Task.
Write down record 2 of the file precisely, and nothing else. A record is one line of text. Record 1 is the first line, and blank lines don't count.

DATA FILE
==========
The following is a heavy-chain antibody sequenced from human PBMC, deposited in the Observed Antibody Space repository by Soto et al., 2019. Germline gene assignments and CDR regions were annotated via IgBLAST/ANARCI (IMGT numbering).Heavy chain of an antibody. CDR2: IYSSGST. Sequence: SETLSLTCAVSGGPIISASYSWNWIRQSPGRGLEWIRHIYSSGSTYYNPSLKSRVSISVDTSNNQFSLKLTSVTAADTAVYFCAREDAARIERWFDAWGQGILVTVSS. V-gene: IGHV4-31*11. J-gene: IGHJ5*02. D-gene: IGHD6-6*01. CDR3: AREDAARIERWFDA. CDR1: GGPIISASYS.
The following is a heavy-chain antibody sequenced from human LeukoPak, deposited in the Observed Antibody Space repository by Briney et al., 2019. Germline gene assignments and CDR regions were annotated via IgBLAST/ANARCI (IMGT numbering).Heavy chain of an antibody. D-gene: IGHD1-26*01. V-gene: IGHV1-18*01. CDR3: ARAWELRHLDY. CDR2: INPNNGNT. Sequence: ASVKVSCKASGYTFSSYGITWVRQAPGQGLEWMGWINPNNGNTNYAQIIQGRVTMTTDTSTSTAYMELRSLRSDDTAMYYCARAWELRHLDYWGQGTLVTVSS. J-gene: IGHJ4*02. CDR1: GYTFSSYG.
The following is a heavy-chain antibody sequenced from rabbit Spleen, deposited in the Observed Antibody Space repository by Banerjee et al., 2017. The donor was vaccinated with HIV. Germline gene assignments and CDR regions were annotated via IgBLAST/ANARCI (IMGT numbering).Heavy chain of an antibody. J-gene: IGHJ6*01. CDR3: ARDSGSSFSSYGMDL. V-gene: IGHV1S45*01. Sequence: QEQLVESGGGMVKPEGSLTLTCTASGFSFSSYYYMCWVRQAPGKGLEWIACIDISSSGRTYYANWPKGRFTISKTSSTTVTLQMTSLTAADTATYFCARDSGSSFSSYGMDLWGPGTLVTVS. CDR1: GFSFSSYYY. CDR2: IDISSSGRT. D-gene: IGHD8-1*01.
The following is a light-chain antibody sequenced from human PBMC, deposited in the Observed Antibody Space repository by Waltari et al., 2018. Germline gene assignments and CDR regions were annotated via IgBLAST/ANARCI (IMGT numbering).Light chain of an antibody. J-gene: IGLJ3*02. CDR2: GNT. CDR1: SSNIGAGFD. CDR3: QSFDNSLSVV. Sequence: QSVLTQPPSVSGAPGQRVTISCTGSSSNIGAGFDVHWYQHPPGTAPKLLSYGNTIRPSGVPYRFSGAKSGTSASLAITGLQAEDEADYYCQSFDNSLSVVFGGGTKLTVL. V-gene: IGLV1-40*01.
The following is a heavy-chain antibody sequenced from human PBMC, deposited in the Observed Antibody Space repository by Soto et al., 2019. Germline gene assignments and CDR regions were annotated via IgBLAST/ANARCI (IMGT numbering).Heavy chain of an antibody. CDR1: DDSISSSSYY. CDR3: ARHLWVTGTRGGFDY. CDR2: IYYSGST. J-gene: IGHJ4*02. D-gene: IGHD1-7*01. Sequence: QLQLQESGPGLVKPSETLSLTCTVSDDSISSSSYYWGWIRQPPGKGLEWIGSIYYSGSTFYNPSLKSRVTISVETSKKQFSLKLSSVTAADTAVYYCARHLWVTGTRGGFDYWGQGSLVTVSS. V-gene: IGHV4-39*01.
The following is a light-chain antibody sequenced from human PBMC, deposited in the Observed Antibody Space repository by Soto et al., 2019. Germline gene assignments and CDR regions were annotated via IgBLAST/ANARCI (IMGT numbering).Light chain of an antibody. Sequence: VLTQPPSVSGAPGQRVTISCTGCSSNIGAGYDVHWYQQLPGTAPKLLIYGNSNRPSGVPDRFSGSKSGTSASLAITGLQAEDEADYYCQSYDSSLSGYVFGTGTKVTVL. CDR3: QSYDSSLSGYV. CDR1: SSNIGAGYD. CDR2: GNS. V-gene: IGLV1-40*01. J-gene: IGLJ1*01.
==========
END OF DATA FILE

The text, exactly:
The following is a heavy-chain antibody sequenced from human LeukoPak, deposited in the Observed Antibody Space repository by Briney et al., 2019. Germline gene assignments and CDR regions were annotated via IgBLAST/ANARCI (IMGT numbering).Heavy chain of an antibody. D-gene: IGHD1-26*01. V-gene: IGHV1-18*01. CDR3: ARAWELRHLDY. CDR2: INPNNGNT. Sequence: ASVKVSCKASGYTFSSYGITWVRQAPGQGLEWMGWINPNNGNTNYAQIIQGRVTMTTDTSTSTAYMELRSLRSDDTAMYYCARAWELRHLDYWGQGTLVTVSS. J-gene: IGHJ4*02. CDR1: GYTFSSYG.